Knowing this present life will not be our best gives us hope worth dying for.
Excited about my newfound faith in Jesus Christ, I couldn’t wait to sit down and talk with a pastor; I had so many questions. My then-girlfriend Laurie and I traveled to her hometown in Southwest Virginia to speak with her childhood pastor to answer my questions and talk about baptism. Pastor Chuck loomed over his office desk, a large and stately man in his 50’s that had transitioned out of the coal mines of Virginia to follow the calling into ministry.
To say that I was intimidated from the moment I entered his office would be an understatement. From his large hands that swallowed mine when we shook to his booming bass voice that welcomed me in, Pastor Chuck communicated conviction, faith, and power by his words and body language; this was a man marked with confidence that inspired others to believe. Sitting in a chair facing his desk, I told Pastor Chuck about my recent salvation and my desire to be baptized; even sharing my testimony caused me to be filled with excitement all over again. After planning out my future baptism service; I moved on to my most pressing question, “Pastor Chuck, I know forgiveness, joy, and love like never before. If all of these blessings are evident this early in my walk of faith, what can I look forward to with a life in Christ?”. Pastor Chuck leaned back in his chair, crossing his arms, and looking at me as a doctor with a terminal diagnosis would look at a patient just before relaying the bad news. I will never forget his next words, “Brother Tom, you are now an enemy of the devil, this world, and your flesh. You must be prepared. In your life, you will experience a trial by fire; a circumstance the likes of which you’ve never had to endure before.” I left the office that day a little discouraged, with “trial by fire” resonating in my head like a ghostly voice echoing the halls of a house in a bad horror flick.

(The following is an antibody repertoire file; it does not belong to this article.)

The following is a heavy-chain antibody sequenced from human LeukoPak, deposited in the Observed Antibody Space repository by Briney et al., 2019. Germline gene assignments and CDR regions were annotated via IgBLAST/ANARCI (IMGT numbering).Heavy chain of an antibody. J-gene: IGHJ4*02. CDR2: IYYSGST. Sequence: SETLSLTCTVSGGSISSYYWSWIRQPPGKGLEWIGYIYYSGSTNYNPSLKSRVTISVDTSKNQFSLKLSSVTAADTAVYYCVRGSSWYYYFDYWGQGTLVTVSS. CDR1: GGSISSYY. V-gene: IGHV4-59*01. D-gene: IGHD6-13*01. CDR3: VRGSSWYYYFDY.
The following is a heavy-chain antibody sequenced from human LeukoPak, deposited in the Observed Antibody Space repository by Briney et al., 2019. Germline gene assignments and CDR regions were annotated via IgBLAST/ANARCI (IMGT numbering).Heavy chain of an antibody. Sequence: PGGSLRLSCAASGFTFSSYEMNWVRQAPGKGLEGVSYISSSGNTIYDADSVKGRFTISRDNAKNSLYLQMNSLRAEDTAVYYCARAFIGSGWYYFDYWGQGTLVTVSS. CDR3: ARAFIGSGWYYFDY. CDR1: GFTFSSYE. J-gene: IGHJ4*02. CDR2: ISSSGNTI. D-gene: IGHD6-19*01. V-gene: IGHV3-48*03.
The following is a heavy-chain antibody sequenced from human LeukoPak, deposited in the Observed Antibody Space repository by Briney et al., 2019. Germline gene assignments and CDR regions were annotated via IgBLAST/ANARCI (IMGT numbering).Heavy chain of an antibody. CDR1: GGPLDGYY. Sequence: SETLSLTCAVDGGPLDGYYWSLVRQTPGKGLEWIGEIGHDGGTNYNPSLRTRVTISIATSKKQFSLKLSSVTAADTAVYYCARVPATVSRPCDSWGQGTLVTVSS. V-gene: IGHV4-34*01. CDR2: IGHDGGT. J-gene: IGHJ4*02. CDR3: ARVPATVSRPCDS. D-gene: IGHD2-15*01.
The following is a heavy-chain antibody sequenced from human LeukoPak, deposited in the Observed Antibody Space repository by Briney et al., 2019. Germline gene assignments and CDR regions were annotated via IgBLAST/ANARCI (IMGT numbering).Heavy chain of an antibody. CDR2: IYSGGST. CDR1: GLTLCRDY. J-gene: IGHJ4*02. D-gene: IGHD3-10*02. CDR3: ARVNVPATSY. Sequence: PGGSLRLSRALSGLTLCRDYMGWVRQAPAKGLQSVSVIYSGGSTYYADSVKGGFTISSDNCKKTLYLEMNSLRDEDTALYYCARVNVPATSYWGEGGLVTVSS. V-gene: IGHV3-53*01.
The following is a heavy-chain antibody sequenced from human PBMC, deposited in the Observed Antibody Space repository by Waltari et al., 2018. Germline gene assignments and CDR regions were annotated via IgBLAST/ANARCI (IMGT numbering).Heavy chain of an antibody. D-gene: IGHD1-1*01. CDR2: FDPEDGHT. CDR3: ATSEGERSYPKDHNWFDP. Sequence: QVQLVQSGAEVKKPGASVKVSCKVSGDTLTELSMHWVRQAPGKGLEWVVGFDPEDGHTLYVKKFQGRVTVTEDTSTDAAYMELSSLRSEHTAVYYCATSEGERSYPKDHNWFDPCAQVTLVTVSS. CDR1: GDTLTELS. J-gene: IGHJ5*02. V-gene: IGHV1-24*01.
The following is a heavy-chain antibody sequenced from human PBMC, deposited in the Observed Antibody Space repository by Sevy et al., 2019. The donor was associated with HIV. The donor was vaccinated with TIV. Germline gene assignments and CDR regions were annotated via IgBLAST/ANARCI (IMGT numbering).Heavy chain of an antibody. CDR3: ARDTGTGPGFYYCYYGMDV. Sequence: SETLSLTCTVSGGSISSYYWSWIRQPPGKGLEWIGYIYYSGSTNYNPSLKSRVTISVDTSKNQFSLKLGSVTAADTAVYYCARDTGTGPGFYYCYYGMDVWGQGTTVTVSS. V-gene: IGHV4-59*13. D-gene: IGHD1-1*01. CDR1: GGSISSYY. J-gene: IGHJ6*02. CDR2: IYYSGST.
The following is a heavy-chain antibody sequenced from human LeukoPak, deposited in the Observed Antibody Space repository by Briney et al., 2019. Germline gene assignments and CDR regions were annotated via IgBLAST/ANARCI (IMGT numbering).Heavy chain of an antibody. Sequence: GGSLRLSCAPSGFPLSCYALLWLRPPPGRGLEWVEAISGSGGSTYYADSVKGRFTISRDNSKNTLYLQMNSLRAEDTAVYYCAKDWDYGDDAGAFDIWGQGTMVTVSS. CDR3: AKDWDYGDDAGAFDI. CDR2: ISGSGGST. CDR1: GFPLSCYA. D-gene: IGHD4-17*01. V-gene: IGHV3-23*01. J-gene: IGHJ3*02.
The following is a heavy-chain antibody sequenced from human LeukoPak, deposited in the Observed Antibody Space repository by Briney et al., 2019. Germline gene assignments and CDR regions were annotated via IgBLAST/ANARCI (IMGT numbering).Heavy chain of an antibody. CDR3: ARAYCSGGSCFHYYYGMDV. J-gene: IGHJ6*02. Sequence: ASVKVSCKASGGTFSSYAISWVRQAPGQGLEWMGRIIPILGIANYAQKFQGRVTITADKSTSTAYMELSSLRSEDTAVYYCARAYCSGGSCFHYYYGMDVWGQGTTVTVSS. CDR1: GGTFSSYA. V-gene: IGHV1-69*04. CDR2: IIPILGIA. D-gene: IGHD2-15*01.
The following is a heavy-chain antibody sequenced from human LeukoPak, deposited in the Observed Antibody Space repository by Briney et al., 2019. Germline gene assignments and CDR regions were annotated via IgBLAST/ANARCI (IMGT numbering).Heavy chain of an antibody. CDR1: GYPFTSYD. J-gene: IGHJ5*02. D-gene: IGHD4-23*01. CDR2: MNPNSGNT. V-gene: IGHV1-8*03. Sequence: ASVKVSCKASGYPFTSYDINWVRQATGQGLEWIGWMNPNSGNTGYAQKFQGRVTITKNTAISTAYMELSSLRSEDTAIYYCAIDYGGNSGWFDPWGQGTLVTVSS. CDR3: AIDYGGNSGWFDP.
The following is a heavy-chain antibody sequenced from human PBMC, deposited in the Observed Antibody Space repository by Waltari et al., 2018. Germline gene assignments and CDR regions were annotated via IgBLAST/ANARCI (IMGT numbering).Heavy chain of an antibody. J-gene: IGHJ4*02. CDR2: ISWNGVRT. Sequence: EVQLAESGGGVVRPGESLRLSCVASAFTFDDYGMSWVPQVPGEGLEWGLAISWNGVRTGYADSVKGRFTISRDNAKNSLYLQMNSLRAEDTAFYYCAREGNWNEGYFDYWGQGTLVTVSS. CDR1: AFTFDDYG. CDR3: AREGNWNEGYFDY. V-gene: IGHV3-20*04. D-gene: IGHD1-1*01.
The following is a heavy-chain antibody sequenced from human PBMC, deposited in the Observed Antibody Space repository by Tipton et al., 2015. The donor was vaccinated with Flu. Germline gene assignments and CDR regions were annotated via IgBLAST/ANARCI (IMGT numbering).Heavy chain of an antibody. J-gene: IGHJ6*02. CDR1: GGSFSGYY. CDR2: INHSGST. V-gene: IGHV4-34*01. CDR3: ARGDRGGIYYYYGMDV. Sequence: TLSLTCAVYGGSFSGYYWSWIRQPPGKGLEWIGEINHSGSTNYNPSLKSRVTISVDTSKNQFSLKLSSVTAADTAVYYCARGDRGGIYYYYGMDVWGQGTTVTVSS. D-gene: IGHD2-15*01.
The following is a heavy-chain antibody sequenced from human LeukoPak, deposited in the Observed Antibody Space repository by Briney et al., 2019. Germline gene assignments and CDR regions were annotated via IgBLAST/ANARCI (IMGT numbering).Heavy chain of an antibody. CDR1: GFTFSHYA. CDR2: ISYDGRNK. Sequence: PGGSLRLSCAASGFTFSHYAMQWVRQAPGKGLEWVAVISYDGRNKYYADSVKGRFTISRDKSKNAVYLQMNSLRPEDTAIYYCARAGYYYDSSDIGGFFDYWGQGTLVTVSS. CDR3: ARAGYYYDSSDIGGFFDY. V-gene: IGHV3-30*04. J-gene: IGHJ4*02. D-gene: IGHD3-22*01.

Thirty years later, I realize his words to be valid. Yet, Jesus didn’t leave us unprepared; he told believers often that this world is full of pain and sorrow, our flesh is at constant war with the Spirit, and Satan and his legion of demons are now targeting us to destroy our testimony, weaken our influence, and hurt the very heart of God (Ecc. 2:23, I Pet. 5:8, Mt. 26:41, Eph. 4:30).
I have gone through some severe trials in my life, and there are many more around the corner, of that I am confident. However, my faith is stronger than ever because my hope is anchored to the throne of God. I believe attitude has much to do with the victories we claim over such times of hardships. Our choir director used to lead our adult congregation with the words, “this joy that I have, the world didn’t give it to me…the world didn’t give it, and the world can’t take it away”. What a wonderful reminder that every good and perfect gift is from above and protected by the Father of Lights (James 1:17).